Definitions of the levels of the recommendations (A, B, C, U) and classification of the evidence (Class I-IV) are provided at the end of the "Major Recommendations" field.
For patients with new-onset Bell palsy, oral steroids should be offered to increase the probability of recovery of facial nerve function (Level A).
For patients with new-onset Bell palsy, antivirals (in addition to steroids) might be offered to increase the probability of recovery of facial function (Level C). Patients offered antivirals should be counseled that a benefit from antivirals has not been established, and, if there is a benefit, it is likely that it is modest at best (risk difference [RD] <7%).
Putting the Evidence into A Clinical Context
Although there is strong evidence that steroid use increases the probability of good facial functional recovery in patients with Bell palsy, it does not necessarily follow that all patients with Bell palsy need to take steroids. For example, it would be reasonable for a clinician to opt not to use steroids in a patient with brittle diabetes mellitus. Other comorbidities potentially requiring further consideration include morbid obesity, osteopenia, and a prior history of steroid intolerance.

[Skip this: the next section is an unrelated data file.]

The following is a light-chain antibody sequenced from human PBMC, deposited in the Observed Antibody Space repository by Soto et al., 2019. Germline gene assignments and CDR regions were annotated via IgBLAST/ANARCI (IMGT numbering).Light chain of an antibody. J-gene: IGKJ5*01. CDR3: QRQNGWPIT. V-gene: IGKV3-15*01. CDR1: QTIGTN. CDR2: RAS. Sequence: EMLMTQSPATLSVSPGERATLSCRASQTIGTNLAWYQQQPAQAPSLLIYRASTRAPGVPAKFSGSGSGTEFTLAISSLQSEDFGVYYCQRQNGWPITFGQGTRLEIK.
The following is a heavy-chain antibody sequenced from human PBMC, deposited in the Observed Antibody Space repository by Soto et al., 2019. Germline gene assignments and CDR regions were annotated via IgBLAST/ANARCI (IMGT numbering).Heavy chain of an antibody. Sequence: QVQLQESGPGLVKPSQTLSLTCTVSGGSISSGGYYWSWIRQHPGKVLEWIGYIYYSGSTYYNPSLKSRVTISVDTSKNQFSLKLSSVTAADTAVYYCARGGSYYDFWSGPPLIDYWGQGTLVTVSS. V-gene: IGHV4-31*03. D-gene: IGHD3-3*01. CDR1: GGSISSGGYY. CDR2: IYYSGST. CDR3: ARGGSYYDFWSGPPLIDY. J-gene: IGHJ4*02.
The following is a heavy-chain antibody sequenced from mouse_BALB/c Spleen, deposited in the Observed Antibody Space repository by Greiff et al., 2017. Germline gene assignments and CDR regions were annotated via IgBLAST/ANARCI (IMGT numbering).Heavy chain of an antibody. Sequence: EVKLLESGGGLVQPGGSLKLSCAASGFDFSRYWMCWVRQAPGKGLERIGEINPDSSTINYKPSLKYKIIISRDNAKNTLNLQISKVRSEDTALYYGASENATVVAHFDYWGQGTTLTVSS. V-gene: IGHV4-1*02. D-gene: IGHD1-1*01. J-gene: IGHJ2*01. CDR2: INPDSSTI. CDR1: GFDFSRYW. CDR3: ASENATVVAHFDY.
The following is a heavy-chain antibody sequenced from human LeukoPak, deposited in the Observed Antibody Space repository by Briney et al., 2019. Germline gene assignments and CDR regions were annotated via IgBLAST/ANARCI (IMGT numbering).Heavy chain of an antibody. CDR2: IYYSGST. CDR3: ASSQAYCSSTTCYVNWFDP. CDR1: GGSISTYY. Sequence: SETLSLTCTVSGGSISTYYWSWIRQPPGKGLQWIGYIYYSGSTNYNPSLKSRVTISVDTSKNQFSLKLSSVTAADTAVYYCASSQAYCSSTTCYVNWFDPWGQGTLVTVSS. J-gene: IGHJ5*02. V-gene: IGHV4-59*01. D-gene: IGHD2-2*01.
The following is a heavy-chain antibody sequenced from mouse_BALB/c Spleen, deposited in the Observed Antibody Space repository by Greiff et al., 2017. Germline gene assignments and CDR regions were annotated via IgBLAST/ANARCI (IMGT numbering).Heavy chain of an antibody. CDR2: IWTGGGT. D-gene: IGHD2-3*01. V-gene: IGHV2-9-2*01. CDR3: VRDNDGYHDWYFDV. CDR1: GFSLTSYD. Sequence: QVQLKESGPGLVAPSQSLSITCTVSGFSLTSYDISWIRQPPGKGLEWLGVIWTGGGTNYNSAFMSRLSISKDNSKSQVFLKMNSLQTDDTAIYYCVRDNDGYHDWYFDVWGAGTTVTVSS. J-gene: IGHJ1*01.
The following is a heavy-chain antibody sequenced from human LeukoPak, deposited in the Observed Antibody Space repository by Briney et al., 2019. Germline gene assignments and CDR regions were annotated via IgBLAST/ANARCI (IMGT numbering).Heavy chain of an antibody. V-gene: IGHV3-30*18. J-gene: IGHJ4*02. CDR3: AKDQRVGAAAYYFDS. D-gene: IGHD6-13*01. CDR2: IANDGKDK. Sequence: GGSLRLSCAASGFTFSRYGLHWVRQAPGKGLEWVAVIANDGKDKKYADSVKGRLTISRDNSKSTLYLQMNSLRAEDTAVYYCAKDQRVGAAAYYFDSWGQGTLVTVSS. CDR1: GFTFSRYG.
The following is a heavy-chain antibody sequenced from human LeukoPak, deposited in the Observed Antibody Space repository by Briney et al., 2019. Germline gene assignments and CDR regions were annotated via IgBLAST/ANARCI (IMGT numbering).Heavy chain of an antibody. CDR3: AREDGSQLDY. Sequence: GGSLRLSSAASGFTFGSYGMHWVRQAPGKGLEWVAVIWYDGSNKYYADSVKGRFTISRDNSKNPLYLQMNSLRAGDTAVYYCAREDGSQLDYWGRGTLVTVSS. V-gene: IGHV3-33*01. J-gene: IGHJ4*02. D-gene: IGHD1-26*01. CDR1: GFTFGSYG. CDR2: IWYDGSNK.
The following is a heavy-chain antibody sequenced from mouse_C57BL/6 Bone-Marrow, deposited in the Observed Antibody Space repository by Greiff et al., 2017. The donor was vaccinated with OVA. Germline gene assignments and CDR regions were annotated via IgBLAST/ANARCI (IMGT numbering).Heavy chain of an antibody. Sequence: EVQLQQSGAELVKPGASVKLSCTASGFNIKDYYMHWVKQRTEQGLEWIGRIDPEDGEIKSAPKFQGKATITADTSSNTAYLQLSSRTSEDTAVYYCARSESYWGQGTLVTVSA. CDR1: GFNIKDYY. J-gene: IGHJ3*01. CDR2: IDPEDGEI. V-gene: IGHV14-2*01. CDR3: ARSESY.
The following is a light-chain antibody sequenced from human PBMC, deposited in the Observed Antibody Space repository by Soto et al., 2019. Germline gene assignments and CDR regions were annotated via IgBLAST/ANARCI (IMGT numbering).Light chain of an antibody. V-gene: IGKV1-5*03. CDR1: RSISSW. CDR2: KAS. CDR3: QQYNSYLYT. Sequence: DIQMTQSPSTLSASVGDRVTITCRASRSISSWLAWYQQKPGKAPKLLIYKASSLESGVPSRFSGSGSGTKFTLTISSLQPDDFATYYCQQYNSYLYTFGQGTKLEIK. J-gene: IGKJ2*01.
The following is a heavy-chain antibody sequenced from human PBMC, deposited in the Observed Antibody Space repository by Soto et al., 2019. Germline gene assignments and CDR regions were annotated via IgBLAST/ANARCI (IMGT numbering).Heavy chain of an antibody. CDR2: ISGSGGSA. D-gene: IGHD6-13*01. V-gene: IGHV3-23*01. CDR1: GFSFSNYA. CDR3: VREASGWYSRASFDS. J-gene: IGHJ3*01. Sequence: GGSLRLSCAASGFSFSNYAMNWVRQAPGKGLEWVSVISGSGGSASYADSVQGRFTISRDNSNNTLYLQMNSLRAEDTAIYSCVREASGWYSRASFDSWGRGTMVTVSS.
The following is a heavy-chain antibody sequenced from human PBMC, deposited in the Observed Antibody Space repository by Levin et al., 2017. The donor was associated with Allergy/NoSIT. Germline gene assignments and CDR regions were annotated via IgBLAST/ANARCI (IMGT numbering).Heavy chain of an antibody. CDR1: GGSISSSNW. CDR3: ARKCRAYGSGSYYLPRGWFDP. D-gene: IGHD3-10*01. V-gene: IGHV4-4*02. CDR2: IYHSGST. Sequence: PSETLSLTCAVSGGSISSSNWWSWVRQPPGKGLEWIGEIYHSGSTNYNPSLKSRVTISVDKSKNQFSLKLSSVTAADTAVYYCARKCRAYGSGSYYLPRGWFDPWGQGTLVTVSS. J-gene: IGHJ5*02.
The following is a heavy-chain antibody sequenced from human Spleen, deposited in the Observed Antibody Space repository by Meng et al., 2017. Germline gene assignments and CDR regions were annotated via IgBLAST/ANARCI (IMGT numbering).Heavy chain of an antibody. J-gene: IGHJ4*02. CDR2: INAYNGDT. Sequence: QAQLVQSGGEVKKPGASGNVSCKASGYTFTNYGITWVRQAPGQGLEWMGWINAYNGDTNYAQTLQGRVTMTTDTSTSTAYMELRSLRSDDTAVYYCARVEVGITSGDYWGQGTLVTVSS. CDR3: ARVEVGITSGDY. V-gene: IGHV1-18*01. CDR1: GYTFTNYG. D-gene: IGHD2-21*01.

The authors found limited evidence of the efficacy of steroids and antivirals in important Bell palsy subgroups, including those with a lower probability of recovery because of severe palsy at presentation and those with possible zoster sine herpete. Such studies are particularly important relative to the efficacy of the addition of antivirals to steroids given the lack of evidence for moderate efficacy in the "typical" patient with Bell palsy.
Authors of one Class I study performed a preplanned subgroup analysis on patients with severe palsy at presentation defined by a Sunnybrook Scale score of 0 to 25. This analysis showed no significant difference in 12-month recovery rates between patients treated with prednisolone alone as compared with patients treated with prednisolone plus valacyclovir (RD 0.2% favoring valacyclovir 95% confidence intervals [CI], —18% to 17.6%). However, the analysis lacked the statistical precision to exclude an important beneficial effect (or harm) from the addition of valacyclovir. A Class IV study observed a significant improvement in recovery (RD 26.6%) between patients with severe Bell palsy treated with prednisone alone and patients with severe Bell palsy treated with prednisone plus famciclovir (House-Brackmann Scale score of 5 or 6). This study had a high risk of bias because of pseudorandomized treatment allocation and unmasked outcome assessment.
Relative to zoster sine herpete, a Class IV study observed no significant difference in recovery after treatment with prednisolone alone as compared with treatment with prednisolone plus valacyclovir in a subgroup of 28 patients with evidence of zoster reactivation (hazard ratio for recovery 1.6 favoring prednisolone plus valacyclovir, 95% CI 0.4 to 6.1). The small sample size and high risk of bias make this observation inconclusive.